(July 8, 1857- October 18, 1911)
- Received his law degree in 1878
- Subsequently studied natural sciences at the Sorbonne
- Self-taught in psychology
- Researcher, neurological clinic, Salpêtrière Hospital,
- Researcher and Associate Director, Laboratory of Experimental Psychology,
Sorbonne University (1891-1894)
- Director, Laboratory of Experimental Psychology, Sorbonne University
- Member, Commission on the Education of Retarded Children, appointed
by the French Ministry of Public Instruction (1904)
Definition of Intelligence
"It seems to us that in intelligence there is a fundamental faculty,
the alteration or the lack of which, is of the utmost importance for practical
life. This faculty is judgment, otherwise called good sense, practical
sense, initiative, the faculty of adapting one's self to circumstances.
A person may be a moron or an imbecile if he is lacking in judgment; but
with good judgment he can never be either. Indeed the rest of the intellectual
faculties seem of little importance in comparison with judgment"
(Binet & Simon, 1916, 1973, pp.42-43).
Ideas and Interests
After receiving his law degree in 1878, Alfred Binet began to study science
at the Sorbonne. However, he was not overly interested in his formal schooling,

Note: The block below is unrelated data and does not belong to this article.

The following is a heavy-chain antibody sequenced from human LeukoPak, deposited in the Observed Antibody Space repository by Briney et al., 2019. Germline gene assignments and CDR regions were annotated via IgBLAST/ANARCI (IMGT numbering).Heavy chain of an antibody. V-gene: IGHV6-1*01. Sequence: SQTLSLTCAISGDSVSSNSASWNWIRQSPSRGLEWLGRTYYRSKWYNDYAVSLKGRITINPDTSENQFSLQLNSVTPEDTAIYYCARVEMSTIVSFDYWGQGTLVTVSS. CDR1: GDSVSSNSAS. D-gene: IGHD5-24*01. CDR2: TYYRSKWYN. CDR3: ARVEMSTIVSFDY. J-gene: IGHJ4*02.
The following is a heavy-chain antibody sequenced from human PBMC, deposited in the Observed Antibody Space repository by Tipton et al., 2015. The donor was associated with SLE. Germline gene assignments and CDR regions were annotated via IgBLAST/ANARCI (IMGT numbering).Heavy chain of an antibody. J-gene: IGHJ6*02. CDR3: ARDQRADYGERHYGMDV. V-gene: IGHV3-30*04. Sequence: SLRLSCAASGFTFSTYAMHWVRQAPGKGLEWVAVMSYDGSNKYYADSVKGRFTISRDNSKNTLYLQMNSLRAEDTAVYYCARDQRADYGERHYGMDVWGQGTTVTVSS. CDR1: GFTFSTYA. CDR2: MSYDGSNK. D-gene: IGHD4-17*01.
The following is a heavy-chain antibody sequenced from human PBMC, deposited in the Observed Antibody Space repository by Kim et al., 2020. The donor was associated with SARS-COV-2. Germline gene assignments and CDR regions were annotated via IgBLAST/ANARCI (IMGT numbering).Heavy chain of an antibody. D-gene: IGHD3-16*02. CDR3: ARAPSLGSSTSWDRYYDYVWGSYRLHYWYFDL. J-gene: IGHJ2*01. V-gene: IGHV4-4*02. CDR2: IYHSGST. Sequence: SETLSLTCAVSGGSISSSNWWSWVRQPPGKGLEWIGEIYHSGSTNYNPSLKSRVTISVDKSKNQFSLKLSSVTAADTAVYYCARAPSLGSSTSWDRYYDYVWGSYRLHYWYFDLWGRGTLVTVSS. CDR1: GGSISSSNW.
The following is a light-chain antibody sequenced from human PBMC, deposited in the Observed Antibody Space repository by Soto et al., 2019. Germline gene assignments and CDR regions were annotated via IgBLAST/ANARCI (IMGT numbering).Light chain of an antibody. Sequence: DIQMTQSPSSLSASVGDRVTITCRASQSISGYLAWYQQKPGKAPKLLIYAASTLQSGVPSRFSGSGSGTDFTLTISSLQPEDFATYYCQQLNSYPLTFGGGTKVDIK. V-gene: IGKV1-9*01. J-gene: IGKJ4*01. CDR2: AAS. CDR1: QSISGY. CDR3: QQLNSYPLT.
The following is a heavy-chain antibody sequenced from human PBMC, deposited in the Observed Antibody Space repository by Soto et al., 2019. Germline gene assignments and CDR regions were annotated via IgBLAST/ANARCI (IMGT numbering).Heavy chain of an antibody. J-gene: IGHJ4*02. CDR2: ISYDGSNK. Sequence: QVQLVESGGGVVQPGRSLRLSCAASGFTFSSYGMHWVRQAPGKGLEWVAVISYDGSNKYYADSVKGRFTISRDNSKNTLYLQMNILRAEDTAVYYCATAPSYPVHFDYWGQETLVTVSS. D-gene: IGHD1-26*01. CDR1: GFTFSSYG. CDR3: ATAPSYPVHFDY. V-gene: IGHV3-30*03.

and started educating himself by reading psychology texts at the National
Library in Paris. He soon became fascinated with the ideas of John
Stuart Mill, who believed that that the operations of intelligence
could be explained by the the laws of associationism. Binet eventually
realized the limitations of this theory, but Mill's ideas continued to
influence his work.
In 1883, Binet began to work in Jean-Martin Charcot's
neurological laboratory at the Salpêtrière Hospital in Paris.
At the time of Binet's tenure, Charcot was experimenting with hypnotism.
Binet was strongly influenced by this great man, and published four articles
about his work in this area. Unfortunately, Charcot's conclusions did
not hold up under professional scrutiny, and Binet was forced to make
an embarrassing public admission that he had been wrong in supporting
When his intrigue with hypnosis waned as a result of failure to establish
professional acceptance, he turned to the study of development spurred
on by the birth of his two daughters, Madeleine and Alice (born in 1885
and 1887, respectively). In the 21 year period following his shift in
career interests, Binet "published more than 200 books, articles, and
reviews in what now would be called experimental, developmental, educational,
social, and differential psychology" (Siegler, 1992). Bergin and Cizek
(2001) suggest that this work may have influenced Jean
Piaget, who later studied with Binet's collaborator Theodore
Simon in 1920. Binet's research with his daughters helped him to further
refine his developing conception of intelligence, especially the importance
of attention span and suggestibility in intellectual development.
Despite Binet's extensive research interests and wide breadth of publications,
today he is most widely known for his contributions to intelligence. Wolf
(1973) postulates that this is the result of his not being affiliation
with a major university. Because Binet did not have any formalized graduate
study in psychology, he did not hold a professorship with a prestigious
institution where students and funds would be sure to perpetuate his work